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Molecular dynamics simulation of the self-assembly of icosahedral virus

Abstract : Viruses are known for infecting all classes of living organisms on Earth, whether vegetal or animal. Virions consist of a nucleic acid genome protected by a single or multilayered protein shell called capsid, and in some cases by an envelope of lipids. The viral capsid is generally made of hundreds or thousands of proteins forming ordered structures. Half of all known viruses exhibit an icosahedral symmetry, the rest being helical, prolate or having a complex irregular structure. Recently, viral particles have attracted an increasing attention due to their extremely regular structure and their potential use for fabricating nanostructures with various functions. Therefore, understanding the assembly mechanisms underlying the production of viral particles is not only helpful to the development of inhibitors for therapeutic purpose, but it should also open new routes for the self-assembly of complex supramolecular materials. To date, numerous experimental and theoretical investigations on virus assembly have been performed. Through experimental investigations, a lot of information have been obtained on virus assembly, including the proper conditions required for the assembly and the kinetic pathways. Combining those information and theoretical methods, an initial understanding of the assembly mechanism of viruses has been worked out. However, information coming purely from experiments cannot give the whole picture, in particular at a microscopic scale. Therefore, in this thesis, we employed computer simulations, including Monte Carlo and molecular dynamics techniques, to probe the assembly of virus, with the expectation to gain new insights into the molecular mechanisms at play.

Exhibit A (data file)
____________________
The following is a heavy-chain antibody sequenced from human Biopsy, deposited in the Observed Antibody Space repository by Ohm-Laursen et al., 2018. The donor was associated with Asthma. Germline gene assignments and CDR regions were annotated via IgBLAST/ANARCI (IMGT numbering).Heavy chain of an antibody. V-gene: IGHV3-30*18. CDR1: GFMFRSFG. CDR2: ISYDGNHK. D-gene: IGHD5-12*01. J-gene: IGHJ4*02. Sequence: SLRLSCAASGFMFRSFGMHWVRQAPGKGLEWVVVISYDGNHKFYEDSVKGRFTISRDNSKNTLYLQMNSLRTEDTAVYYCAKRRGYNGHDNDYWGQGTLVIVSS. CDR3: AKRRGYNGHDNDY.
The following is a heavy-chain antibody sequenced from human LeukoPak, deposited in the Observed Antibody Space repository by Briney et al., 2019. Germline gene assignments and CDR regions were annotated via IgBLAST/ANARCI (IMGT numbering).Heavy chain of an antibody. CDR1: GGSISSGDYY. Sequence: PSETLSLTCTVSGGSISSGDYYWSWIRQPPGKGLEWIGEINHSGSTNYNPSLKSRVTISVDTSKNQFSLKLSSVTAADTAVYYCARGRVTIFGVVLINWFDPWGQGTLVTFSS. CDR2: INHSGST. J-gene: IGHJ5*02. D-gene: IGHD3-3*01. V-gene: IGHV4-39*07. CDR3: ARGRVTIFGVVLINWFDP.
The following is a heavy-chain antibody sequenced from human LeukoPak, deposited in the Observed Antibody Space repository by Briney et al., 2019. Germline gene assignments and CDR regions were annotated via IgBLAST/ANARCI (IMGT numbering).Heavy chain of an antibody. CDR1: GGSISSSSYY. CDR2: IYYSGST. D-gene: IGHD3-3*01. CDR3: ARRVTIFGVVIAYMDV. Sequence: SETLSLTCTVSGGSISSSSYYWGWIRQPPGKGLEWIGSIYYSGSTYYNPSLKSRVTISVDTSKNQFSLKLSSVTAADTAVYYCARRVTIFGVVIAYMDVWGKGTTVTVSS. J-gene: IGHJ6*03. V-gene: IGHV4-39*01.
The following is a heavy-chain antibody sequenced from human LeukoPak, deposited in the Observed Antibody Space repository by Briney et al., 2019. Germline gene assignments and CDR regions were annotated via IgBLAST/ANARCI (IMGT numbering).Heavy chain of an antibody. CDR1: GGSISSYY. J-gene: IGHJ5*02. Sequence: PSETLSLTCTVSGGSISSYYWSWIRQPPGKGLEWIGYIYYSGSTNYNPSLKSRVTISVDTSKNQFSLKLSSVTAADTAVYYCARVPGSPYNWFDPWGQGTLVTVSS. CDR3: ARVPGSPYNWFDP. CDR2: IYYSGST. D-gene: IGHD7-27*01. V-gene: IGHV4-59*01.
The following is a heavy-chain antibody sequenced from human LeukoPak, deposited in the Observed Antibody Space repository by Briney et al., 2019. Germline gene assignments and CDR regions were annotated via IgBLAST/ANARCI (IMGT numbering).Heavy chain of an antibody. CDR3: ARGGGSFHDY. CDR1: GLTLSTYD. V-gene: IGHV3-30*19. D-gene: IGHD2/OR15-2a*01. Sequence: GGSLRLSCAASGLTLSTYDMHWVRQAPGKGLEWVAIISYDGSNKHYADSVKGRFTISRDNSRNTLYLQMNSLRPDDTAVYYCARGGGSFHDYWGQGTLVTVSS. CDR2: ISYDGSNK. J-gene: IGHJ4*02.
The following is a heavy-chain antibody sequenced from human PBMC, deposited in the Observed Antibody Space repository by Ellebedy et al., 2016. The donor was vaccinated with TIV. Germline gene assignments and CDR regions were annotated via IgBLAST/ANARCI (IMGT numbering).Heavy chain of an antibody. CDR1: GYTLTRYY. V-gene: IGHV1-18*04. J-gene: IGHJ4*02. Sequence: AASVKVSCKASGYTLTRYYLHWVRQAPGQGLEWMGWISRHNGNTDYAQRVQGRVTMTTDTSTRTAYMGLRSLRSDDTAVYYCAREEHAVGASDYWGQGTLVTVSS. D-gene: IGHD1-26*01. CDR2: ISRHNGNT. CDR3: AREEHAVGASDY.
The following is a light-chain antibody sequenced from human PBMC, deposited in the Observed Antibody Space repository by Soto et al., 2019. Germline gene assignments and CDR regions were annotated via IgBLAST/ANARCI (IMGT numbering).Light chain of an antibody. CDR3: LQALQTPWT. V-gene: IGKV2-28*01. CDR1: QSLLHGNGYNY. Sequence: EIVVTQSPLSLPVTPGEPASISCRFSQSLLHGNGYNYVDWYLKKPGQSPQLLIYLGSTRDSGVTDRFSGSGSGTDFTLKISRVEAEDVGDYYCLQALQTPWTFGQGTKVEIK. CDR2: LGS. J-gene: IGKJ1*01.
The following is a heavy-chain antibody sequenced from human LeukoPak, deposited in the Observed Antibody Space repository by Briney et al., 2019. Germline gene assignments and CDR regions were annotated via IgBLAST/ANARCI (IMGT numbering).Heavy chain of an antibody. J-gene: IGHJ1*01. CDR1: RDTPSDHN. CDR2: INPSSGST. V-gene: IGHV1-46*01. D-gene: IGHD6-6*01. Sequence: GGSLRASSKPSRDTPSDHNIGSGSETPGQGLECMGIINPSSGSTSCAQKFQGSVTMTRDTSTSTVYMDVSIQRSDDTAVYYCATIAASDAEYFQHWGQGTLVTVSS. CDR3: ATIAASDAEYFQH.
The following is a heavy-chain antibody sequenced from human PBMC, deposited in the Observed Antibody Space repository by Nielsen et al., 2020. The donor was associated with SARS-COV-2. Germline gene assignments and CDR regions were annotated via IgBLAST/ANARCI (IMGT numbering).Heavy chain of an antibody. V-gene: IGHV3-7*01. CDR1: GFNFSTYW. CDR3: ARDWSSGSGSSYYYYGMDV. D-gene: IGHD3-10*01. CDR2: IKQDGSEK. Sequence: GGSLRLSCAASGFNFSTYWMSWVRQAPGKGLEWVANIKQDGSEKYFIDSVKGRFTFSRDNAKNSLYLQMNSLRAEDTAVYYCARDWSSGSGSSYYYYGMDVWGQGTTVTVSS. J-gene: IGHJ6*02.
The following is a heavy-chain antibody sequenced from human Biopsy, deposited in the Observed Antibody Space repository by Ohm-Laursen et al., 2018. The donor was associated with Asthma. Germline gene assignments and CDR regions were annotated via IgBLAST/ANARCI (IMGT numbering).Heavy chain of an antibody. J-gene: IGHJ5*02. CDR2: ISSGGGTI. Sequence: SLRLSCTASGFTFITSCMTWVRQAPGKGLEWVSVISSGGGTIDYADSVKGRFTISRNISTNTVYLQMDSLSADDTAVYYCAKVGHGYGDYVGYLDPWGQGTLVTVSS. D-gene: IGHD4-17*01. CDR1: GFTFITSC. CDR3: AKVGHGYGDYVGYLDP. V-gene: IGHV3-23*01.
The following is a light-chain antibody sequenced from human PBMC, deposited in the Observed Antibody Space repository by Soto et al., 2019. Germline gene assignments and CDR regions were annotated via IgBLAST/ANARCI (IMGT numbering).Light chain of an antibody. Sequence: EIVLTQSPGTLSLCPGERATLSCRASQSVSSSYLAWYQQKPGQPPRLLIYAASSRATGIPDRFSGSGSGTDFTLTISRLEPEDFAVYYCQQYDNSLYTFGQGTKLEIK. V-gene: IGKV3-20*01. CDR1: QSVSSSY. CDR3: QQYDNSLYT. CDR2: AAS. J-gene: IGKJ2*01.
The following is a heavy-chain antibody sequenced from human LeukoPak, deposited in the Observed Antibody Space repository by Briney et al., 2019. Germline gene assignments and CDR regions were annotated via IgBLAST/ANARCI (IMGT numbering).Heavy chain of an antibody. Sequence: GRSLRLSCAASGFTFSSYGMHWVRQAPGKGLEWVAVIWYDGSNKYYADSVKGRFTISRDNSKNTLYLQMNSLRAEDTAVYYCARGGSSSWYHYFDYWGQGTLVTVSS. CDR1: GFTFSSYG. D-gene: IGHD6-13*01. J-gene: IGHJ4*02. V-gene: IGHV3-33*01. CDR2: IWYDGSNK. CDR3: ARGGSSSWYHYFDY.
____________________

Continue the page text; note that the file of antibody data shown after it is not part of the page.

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Submitted on : Thursday, November 7, 2019 - 1:40:18 PM
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  • HAL Id : tel-02353631, version 1


Jingzhi Chen. Molecular dynamics simulation of the self-assembly of icosahedral virus. Biological Physics []. Université Paris Saclay (COmUE), 2019. English. ⟨NNT : 2019SACLS326⟩. ⟨tel-02353631⟩



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